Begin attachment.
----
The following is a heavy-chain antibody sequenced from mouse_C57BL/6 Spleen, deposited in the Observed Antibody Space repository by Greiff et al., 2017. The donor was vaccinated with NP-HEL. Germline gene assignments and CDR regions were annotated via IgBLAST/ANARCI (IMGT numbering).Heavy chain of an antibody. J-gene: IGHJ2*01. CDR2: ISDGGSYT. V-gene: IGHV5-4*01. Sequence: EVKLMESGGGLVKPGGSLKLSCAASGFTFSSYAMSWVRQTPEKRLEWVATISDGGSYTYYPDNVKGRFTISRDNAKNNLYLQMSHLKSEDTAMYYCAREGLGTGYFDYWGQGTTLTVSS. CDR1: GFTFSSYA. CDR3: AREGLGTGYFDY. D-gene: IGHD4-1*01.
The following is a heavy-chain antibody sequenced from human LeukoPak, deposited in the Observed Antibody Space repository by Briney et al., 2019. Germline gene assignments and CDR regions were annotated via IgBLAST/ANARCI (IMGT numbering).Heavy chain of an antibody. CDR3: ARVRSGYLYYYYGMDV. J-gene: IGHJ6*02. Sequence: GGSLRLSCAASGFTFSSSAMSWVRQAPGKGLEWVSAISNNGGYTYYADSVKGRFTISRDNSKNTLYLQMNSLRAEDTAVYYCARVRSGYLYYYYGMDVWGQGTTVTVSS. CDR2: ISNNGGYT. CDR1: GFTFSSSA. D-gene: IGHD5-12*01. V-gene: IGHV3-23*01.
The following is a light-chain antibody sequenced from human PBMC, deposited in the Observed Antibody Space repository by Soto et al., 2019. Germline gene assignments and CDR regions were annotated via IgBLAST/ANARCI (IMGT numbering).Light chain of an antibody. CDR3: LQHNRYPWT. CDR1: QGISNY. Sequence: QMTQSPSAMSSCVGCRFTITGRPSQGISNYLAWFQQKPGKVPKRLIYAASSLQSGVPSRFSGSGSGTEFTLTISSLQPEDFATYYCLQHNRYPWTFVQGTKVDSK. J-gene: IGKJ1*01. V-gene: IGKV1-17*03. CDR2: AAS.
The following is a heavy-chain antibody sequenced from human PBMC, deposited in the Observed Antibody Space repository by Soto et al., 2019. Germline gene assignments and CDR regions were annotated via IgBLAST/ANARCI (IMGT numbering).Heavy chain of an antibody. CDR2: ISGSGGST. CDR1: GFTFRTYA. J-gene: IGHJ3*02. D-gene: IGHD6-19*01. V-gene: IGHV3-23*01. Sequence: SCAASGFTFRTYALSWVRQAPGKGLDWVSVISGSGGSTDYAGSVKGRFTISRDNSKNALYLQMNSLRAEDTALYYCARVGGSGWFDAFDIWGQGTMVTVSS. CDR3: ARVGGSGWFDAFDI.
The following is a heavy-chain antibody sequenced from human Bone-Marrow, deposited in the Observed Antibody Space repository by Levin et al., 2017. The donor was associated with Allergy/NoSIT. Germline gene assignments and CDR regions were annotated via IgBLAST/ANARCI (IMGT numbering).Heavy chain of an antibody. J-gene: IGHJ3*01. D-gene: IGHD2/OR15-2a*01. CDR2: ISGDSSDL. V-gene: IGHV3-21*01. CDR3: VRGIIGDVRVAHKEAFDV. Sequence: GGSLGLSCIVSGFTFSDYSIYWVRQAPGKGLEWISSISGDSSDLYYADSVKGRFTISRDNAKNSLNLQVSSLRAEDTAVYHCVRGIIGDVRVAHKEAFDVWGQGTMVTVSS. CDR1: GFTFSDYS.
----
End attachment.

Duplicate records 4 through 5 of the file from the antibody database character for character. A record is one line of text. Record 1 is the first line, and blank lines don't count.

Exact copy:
The following is a heavy-chain antibody sequenced from human PBMC, deposited in the Observed Antibody Space repository by Soto et al., 2019. Germline gene assignments and CDR regions were annotated via IgBLAST/ANARCI (IMGT numbering).Heavy chain of an antibody. CDR2: ISGSGGST. CDR1: GFTFRTYA. J-gene: IGHJ3*02. D-gene: IGHD6-19*01. V-gene: IGHV3-23*01. Sequence: SCAASGFTFRTYALSWVRQAPGKGLDWVSVISGSGGSTDYAGSVKGRFTISRDNSKNALYLQMNSLRAEDTALYYCARVGGSGWFDAFDIWGQGTMVTVSS. CDR3: ARVGGSGWFDAFDI.
The following is a heavy-chain antibody sequenced from human Bone-Marrow, deposited in the Observed Antibody Space repository by Levin et al., 2017. The donor was associated with Allergy/NoSIT. Germline gene assignments and CDR regions were annotated via IgBLAST/ANARCI (IMGT numbering).Heavy chain of an antibody. J-gene: IGHJ3*01. D-gene: IGHD2/OR15-2a*01. CDR2: ISGDSSDL. V-gene: IGHV3-21*01. CDR3: VRGIIGDVRVAHKEAFDV. Sequence: GGSLGLSCIVSGFTFSDYSIYWVRQAPGKGLEWISSISGDSSDLYYADSVKGRFTISRDNAKNSLNLQVSSLRAEDTAVYHCVRGIIGDVRVAHKEAFDVWGQGTMVTVSS. CDR1: GFTFSDYS.